Intel formally announced its 'Merom' chip for notebooks Monday, as vendors including Dell's Alienware, Gateway and Toshiba America announced new models built around the processor.

Intel will use the chip to upgrade its keystone Centrino package of power-efficient, wireless-enabled technologies for laptop PCs, a bundle that combines the main central processing unit (CPU) with a mobile chipset and wireless card.

Merom is the third launch in recent months from Intel's new line of dual-core, 65-nanometre process chips built with the Core 2 Duo architecture. The company launched its 'Woodcrest' Xeon 5100 chip for servers in June and its 'Conroe' Core 2 Duo chip for desktops in July.

A laptop running the Core 2 Duo chip instead of Pentium M will offer twice the CPU performance while drawing 28 per cent less electricity from the battery, said Dadi Perlmutter, senior vice president of Intel's Mobility Group.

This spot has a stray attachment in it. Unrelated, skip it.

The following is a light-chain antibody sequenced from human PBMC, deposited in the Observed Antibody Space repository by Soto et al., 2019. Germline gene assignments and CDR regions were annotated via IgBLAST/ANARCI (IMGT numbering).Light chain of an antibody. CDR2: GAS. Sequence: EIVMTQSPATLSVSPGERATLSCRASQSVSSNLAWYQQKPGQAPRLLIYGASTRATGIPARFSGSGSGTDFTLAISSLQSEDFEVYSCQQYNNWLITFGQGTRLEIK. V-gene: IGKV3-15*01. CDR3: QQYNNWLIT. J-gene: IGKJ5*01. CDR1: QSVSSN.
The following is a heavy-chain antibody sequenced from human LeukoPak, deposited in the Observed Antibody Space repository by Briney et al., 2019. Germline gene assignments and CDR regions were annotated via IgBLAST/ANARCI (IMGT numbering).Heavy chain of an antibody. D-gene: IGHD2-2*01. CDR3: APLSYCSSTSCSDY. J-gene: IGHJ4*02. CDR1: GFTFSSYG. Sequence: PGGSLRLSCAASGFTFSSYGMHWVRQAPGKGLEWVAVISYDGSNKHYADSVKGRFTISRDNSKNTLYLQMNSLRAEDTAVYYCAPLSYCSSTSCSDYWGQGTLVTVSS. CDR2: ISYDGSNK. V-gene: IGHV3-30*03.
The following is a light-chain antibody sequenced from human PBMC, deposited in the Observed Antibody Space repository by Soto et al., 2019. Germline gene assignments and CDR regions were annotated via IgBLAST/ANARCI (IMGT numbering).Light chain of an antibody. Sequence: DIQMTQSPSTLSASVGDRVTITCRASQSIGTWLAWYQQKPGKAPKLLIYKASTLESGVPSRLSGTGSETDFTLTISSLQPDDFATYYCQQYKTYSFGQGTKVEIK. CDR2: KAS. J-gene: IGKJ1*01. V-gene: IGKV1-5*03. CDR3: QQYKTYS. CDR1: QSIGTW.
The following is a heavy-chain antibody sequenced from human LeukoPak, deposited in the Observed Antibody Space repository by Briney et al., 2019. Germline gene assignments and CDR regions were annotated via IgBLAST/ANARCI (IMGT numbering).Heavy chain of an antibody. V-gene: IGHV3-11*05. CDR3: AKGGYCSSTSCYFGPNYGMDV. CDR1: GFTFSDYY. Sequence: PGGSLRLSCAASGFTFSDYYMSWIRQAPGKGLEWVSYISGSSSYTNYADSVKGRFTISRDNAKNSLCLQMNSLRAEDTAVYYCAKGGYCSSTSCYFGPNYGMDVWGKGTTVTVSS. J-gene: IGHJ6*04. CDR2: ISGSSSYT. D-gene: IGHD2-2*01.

Intel hopes the new Merom chip family will help stem its leak of market share to rival Advanced Micro Devices.

In worldwide sales of notebook processors, Intel has watched its market share drop from 87.6 per cent in the first quarter of 2005 to 86.0 per cent in the first quarter of 2006, according to Gartner. The fall has been steeper in the US, where Intel tumbled from 81 per cent share during the month of June 2005 to 66 per cent in June 2006, according to Current Analysis.

Since Intel began shipping the new Core 2 Duo chip to vendors last month, computer makers have come up with 200 notebook designs that specify the chip, including its placement in Intel's Viiv bundle for entertainment PCs.

Indeed, the Core 2 Duo chip will offer users improved multitasking power, media capabilities and battery life, said Alienware, who will use the chip in three of its high-end gaming and media notebooks.